|Beauty in the Beast: "Danny & the Deep Blue Sea," at the Village Theatre through November 30|
|Theatre - Reviews|
|Written by Mike Schulz|
|Wednesday, 26 November 2008 02:34|
Playwright John Patrick Shanley's Danny & the Deep Blue Sea is an alternately romantic and volatile two-character drama that finds Roberta, a 31-year-old, jobless mother of a troubled teen, forging a fragile bond with Danny, a 29-year-old truck driver nicknamed "The Beast." And while watching the Curtainbox Theatre Company's current presentation of this 1984 offering, it probably won't take you long to realize that co-stars Kimberly Furness and Eddie Staver III aren't really acting in the production; they're dancing.
Shanley's intermission-less play concerns two seemingly hopeless individuals who discover, for a while at least, a measure of hope. But given the emotionally wrenching yet intensely graceful teamwork of its performers, what could've been "merely" a vehicle for two sterling talents - the ultimate black-box-theatre showcase - is instead an expansive and magical piece of theatre; like Three Viewings, the equally character-driven one-act that marked the Curtainbox's area debut this past June, Danny & the Deep Blue Sea leaves you with an exhilarating high. As directed by Three Viewings helmer Daniel D.P. Sheridan, Furness and Staver partner one another with such gloriously assured and relaxed style that they're like a rough-and-tumble version of Fred Astaire and Ginger Rogers, except you're never quite sure, nor does it much matter, which one is taking the lead.
Munching pretzels in a hole-in-the-wall bar in the Bronx, Furness' Roberta is first seen sitting alone, and before she ever speaks, her weary, slumped-over physicality and empty stare signify "Hands off." Staver's Danny soon enters, plopping down at his own table with a half-filled pitcher of beer, but appears untouchable in a different way; whereas Roberta would likely brush you off, Danny, with his coiled, tense nervousness and darting eyes, would be more apt to punch you out. Yet while there's little surprise in what happens over the next 85 minutes - the pair, as they must, will inevitably break through their walls of resistance and find in each other a kindred spirit - Danny & the Deep Blue Sea itself proves to be continually unpredictable.
In the first of the play's three scenes, its characters are both given lengthy monologues that reveal their anguish and self-loathing; Roberta shares an encounter with her father that's as horrific as it is heartbreaking, and Danny tells of a recent, brutal fight in which a man might've died. (At Thursday's performance, upon hearing Staver's tortured reading of "I stomped on his fuckin' chest and I heard something break," a woman behind me, for understandable reason, gasped.) Even more shocking than the revelations, though, are the reactions to the revelations. Roberta and Danny listen to one another intently - and the sight of Furness and Staver actively listening is about as thrilling as theatre gets - but they don't judge, and they don't coddle; they accept the worst and leave it at that. All throughout Danny & the Deep Blue Sea, Roberta and Danny verbally and physically assault one another only to find their attacks met with unexpected kindness and forgiveness, and Furness and Staver are so acutely connected to their haunted figures that their unusual courtship - with both seeking a love they know they don't deserve - grows powerfully affecting.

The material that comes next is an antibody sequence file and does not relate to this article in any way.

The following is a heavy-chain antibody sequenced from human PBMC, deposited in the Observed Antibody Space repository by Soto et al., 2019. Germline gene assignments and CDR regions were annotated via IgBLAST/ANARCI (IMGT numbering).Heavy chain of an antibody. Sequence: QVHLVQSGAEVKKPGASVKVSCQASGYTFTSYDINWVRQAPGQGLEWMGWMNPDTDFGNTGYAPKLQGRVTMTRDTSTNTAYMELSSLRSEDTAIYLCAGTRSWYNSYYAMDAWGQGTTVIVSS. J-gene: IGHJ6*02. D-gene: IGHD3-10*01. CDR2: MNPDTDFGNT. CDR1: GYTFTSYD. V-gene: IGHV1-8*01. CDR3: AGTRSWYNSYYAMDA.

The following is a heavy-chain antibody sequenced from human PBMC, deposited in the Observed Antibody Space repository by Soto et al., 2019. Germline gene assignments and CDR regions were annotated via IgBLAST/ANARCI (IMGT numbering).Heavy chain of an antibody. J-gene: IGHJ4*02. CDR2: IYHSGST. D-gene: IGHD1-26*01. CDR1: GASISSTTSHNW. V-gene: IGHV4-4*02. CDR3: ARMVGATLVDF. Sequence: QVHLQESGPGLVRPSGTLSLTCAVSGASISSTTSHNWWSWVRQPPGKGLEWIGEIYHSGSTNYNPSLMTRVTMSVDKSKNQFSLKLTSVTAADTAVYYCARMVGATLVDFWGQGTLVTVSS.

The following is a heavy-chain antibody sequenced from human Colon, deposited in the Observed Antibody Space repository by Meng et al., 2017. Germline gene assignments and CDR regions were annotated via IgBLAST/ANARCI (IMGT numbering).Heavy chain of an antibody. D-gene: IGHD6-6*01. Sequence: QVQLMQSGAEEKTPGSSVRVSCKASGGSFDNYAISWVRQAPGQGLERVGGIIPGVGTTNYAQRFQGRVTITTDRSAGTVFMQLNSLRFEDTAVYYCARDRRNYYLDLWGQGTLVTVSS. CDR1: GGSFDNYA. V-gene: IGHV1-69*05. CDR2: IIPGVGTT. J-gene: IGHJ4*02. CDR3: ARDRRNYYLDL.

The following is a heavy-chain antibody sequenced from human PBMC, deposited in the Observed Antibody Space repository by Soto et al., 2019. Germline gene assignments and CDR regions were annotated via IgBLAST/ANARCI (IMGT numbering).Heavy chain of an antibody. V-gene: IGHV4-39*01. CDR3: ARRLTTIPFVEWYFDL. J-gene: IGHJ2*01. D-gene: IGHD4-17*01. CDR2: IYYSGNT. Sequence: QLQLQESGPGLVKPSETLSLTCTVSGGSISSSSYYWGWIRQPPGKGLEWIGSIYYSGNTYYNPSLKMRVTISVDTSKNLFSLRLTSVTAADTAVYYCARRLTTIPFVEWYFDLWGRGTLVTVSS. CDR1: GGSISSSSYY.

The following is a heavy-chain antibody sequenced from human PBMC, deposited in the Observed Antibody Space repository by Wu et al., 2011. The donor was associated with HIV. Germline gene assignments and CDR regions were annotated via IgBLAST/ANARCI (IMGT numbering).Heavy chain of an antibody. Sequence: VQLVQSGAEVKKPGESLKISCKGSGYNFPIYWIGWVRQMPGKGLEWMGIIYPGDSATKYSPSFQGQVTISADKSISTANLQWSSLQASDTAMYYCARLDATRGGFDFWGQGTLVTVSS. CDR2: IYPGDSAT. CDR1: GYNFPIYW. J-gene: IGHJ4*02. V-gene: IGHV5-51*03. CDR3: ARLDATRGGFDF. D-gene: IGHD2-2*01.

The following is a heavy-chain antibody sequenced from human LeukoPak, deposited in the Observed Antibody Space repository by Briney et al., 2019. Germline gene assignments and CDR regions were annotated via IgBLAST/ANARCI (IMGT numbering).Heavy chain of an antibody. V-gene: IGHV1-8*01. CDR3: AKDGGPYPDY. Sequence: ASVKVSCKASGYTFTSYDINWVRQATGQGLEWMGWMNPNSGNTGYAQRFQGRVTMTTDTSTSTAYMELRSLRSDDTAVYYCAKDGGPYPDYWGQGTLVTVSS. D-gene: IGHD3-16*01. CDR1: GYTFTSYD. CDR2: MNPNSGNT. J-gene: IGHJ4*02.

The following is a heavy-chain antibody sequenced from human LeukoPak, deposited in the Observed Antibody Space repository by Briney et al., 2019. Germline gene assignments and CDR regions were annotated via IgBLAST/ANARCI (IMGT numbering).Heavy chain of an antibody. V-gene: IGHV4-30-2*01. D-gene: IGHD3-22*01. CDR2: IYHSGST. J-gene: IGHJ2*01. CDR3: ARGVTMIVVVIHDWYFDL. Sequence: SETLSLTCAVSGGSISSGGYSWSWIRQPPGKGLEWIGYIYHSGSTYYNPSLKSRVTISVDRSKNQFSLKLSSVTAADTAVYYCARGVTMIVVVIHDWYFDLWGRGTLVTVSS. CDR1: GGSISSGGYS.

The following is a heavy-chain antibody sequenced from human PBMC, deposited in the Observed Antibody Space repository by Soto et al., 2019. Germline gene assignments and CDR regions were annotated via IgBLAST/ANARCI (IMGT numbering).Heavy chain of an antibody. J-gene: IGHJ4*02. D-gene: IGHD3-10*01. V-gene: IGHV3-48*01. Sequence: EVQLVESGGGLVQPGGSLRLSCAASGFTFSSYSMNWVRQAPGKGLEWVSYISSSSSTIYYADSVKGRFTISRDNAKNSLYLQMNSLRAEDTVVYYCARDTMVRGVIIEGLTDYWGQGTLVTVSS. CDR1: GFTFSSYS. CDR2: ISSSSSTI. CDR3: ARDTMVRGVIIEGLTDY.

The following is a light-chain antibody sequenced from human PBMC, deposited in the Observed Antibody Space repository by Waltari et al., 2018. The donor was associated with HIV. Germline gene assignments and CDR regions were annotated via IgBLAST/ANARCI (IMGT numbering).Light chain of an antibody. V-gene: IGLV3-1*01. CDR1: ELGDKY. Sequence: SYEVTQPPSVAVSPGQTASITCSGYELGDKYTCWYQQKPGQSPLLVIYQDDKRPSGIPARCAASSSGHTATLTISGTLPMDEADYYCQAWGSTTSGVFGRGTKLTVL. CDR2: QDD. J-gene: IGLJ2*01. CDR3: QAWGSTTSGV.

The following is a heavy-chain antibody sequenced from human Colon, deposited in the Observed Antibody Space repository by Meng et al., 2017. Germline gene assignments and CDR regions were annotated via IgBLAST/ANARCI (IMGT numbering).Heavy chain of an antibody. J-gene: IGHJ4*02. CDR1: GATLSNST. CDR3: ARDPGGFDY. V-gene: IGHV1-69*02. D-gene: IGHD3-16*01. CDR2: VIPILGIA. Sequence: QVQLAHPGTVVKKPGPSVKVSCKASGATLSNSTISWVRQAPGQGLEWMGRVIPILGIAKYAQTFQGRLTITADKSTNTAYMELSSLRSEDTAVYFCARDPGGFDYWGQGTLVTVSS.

These are stunning performances. Brash and intimidating one moment, bruised and forlorn the next, Furness digs deeply into the character of Roberta and comes out with an almost transcendent acting purity. It's a superbly well-thought-out creation in which you never see the thought behind it, and the actress smartly withholds her dazzling smile until her entire presence is smiling; when Danny gets Roberta to grin by repeating her name over and over, Furness' unfettered happiness lights up the room.
And Staver gives such a fantastically forceful, unselfconscious portrayal that you don't watch his work so much as breathe it. This Danny is an electrifying presence whether seething with anger or trembling with fear - his aching, impassioned delivery of "Everything hurts!" is enough to freeze the blood - and like Furness, Staver is allowed moments when he radiates an almost staggering amount of joy. (Staver is also an exceptional comedian here, and gets perhaps the biggest laugh among the show's many with one giddy exclamation: "Lamps!")
Witnessing this devastating union of talents would be enough for any production. But beyond orchestrating his performers' repartee with true panache, director Sheridan ensures that the show's few technical enhancements match the skill of his cast; the manner in which the bar transforms into Roberta's apartment, with tavern tables morphing into bedroom furniture, is inspiringly clever, and Joseph T. Janz III's sound, with the "big boats" echoing in the distance, is exquisite. (Ditto David Furness' subtle lighting effects, particularly the illumination coming from the makeshift moon, whose owner, Roberta tells us, "has it on a timer.") I can think of no higher praise for Danny & the Deep Blue Sea than to say that if the talents involved already gave you an inkling as to how good the show might be, the actual results are even better.
For tickets, call (563) 650-8121.
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